Margaret Pemberton, School Library Adviser

Fantastically Great Women Who Made History, written and illustrated by Kate Pankhurst

Bloomsbury ISBN 9781408878903 £6.99

A beautifully illustrated book that celebrates the achievements of great women. Some are well-known, such as Boudicca, Pocahontas, Harriet Tubman and Mary Shelley, but others are less familiar, like Valentina Tereshkova, Elizabeth Blackwell, Ada Lovelace, Mary Wollstonecraft, Josephine Baker, Hatshepsut, Flora Drummond, Sayyida al-Hurra, Qiu Jin and Noor Inayat Khan. The illustrations are engaging and contemporary. The book is fun to read because the facts are presented in an accessible, attractive way. The final double page spread shows the Bookshelf of Brilliance and asks the reader, ‘How will you make History?’ At the end of the book there is an interesting glossary of ‘fantastically great words’. An inspirational book for both boys and girls. Highly recommended for KS2.
Brenda Marshall, SATIPS Council’

Just Plain Weird, Kaye Umansky, illustrated by Chris Mould

Barrington Stoke ISBN 9781781127919 £6.99

This is a warm and funny story about Pinchton Primm, whose exceptionally clean, healthy and regimented world is turned on its head when he makes friends with the Weird family next door. The Weirds are wild, shambolic and interesting: Otterly is a ‘creative dresser’ and mum wrestles sharks. But best of all, they are a welcoming bunch who don’t blink an eye at the Primms’ strange habits. Not only do the Weirds include Pinchton in their daily lives and adventures, they also offer friendship, acceptance and a barbecue invitation to his uptight and judgmental parents, although his dad is a bit of a dark horse. Chris Mould presents the Weird characters at the beginning of the book and his wonderful illustrations continue to add atmosphere and humour throughout. From the Weirds, Pinchton picks up a love of books, unhealthy eating habits and, most importantly, some wonderful friendships. Age range: 7–10.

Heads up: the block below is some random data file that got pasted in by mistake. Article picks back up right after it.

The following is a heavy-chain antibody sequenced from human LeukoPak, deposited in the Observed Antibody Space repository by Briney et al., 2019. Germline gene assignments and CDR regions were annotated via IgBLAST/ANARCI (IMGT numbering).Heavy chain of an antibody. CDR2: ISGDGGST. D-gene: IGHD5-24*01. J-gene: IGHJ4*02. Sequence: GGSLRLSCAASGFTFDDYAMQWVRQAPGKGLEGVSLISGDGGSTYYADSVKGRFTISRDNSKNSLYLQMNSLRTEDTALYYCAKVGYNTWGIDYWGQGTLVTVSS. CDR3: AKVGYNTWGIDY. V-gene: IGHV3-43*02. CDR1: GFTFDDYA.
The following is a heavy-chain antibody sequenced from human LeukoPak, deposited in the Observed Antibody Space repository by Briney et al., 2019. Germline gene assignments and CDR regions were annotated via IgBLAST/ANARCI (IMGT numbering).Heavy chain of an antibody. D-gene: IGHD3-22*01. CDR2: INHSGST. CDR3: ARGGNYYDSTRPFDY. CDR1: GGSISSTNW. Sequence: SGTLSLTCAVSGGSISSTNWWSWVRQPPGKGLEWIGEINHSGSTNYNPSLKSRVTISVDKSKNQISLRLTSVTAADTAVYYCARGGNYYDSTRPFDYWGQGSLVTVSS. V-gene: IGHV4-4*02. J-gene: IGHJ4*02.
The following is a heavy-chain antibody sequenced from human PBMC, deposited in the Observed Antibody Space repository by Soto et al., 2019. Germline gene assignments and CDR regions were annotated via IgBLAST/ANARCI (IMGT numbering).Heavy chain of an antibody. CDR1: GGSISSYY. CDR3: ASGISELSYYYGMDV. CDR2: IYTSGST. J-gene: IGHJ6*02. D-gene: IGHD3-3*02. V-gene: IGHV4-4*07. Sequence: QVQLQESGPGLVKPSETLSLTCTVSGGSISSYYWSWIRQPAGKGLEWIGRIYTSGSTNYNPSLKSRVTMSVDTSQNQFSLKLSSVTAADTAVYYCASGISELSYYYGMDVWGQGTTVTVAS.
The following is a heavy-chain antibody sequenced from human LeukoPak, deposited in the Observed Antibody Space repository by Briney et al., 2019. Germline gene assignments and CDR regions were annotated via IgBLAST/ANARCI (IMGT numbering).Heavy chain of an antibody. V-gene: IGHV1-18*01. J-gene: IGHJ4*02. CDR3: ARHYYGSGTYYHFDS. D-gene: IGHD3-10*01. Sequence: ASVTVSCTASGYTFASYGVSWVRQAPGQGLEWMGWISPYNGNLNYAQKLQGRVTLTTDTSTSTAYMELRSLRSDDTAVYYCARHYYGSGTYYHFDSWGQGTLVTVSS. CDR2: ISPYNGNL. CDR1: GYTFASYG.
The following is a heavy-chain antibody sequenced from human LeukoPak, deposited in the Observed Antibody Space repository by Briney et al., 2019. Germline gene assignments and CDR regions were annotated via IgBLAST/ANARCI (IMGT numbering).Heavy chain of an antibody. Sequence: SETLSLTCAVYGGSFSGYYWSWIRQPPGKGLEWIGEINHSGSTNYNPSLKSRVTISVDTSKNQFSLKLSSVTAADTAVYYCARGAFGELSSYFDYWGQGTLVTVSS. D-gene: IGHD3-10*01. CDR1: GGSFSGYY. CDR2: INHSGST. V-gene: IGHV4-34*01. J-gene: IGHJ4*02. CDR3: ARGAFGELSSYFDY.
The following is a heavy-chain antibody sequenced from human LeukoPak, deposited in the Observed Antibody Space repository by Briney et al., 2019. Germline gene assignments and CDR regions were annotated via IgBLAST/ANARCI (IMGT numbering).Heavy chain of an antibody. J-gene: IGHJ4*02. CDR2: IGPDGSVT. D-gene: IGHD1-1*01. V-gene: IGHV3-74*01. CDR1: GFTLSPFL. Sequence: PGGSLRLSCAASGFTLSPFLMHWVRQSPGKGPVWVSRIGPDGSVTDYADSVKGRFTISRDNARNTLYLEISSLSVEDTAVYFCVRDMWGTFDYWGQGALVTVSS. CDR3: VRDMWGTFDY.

Emma Andrew, teacher, Law Primary School, North Berwick and SCEL Associate

Lewis Carroll’s Alice’s Adventures in Wonderland, abridged by Juliet Stanley, illustrated by Robert Ingpen

Palazzo ISBN 9781786750457 £12.99

This story is so deeply embedded in our culture, that Alice’s dream-like adventure of falling down a rabbit hole, changing size repeatedly and meeting such characters as the White Rabbit, Cheshire Cat, Mad Hatter and Red Queen are widely known. It has been published in many editions and made into several films, but the abiding images most readers possess come from Sir John Tenniel’s illustrations from his early collaborations with the author. It is images which last, because this story is highly visual, packed as it is with creatures and characters of all kinds along with some bizarre activities. This edition has been very cleverly abridged for lower KS2 pupils to read independently or hear read aloud. Juliet Stanley has produced a pacy narrative which echoes the fantastical quality of the original, while emphasising the humorous, quirkiness of it all. Children, as with previous generations, will love its non-moralistic, non-educational themes. The real achievement, however, is Ingpen’s imagery: dreamy illustrations which both pay homage to the Tenniel originals and provide new delights in their brilliant details, particularly the black and white sketches. Facial expression, gesture and body attitude contribute subtly to the narrative, helping to ground the sometimes dreamlike, sometimes nightmarish nature of it all, while having a chestnut-haired Alice somehow convinces us she can hold her own! The endpapers are stunning, and the textured cover help make this into an ideal gift or prize to be pored over. A delight.